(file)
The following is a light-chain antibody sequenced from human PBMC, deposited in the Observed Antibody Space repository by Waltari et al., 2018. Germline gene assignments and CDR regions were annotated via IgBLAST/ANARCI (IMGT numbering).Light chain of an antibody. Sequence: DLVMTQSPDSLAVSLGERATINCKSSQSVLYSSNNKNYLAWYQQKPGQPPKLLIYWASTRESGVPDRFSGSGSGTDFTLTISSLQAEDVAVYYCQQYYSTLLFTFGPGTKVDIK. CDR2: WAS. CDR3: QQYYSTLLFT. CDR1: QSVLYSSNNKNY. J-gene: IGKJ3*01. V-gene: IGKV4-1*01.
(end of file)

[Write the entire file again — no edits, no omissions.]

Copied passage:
The following is a light-chain antibody sequenced from human PBMC, deposited in the Observed Antibody Space repository by Waltari et al., 2018. Germline gene assignments and CDR regions were annotated via IgBLAST/ANARCI (IMGT numbering).Light chain of an antibody. Sequence: DLVMTQSPDSLAVSLGERATINCKSSQSVLYSSNNKNYLAWYQQKPGQPPKLLIYWASTRESGVPDRFSGSGSGTDFTLTISSLQAEDVAVYYCQQYYSTLLFTFGPGTKVDIK. CDR2: WAS. CDR3: QQYYSTLLFT. CDR1: QSVLYSSNNKNY. J-gene: IGKJ3*01. V-gene: IGKV4-1*01.